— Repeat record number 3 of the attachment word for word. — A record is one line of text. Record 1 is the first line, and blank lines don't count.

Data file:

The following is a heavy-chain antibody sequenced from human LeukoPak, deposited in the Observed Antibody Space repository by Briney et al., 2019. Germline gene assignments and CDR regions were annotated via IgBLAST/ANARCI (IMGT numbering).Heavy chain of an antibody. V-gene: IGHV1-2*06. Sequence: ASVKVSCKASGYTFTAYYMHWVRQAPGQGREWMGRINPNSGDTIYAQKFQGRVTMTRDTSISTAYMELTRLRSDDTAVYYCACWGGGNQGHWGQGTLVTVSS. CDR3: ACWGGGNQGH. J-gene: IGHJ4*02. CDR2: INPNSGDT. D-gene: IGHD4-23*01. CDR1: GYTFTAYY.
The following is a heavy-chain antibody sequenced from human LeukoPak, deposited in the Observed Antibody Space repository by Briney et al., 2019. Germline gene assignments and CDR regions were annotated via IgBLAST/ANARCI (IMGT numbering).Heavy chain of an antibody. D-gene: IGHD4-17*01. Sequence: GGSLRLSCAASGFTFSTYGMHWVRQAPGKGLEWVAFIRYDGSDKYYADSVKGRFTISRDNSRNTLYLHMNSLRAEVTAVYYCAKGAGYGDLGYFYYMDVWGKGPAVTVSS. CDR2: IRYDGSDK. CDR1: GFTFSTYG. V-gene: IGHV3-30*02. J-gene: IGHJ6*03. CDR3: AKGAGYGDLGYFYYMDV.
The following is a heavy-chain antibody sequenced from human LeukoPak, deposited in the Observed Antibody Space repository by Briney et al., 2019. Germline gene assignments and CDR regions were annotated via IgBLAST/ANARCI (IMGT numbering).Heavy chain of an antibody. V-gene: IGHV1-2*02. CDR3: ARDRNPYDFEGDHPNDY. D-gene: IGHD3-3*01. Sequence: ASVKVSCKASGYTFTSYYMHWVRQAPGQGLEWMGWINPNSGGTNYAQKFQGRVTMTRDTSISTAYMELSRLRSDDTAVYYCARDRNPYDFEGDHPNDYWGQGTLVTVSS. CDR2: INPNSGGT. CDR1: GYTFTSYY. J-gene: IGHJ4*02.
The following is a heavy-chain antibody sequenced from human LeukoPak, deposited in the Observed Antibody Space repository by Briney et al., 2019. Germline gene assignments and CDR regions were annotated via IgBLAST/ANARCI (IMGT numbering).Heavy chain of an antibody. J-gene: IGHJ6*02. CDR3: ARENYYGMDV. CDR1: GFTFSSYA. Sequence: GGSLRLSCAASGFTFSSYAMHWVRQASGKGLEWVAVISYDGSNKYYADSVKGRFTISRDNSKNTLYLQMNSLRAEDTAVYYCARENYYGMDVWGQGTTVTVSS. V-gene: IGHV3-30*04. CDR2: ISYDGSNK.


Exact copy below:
The following is a heavy-chain antibody sequenced from human LeukoPak, deposited in the Observed Antibody Space repository by Briney et al., 2019. Germline gene assignments and CDR regions were annotated via IgBLAST/ANARCI (IMGT numbering).Heavy chain of an antibody. V-gene: IGHV1-2*02. CDR3: ARDRNPYDFEGDHPNDY. D-gene: IGHD3-3*01. Sequence: ASVKVSCKASGYTFTSYYMHWVRQAPGQGLEWMGWINPNSGGTNYAQKFQGRVTMTRDTSISTAYMELSRLRSDDTAVYYCARDRNPYDFEGDHPNDYWGQGTLVTVSS. CDR2: INPNSGGT. CDR1: GYTFTSYY. J-gene: IGHJ4*02.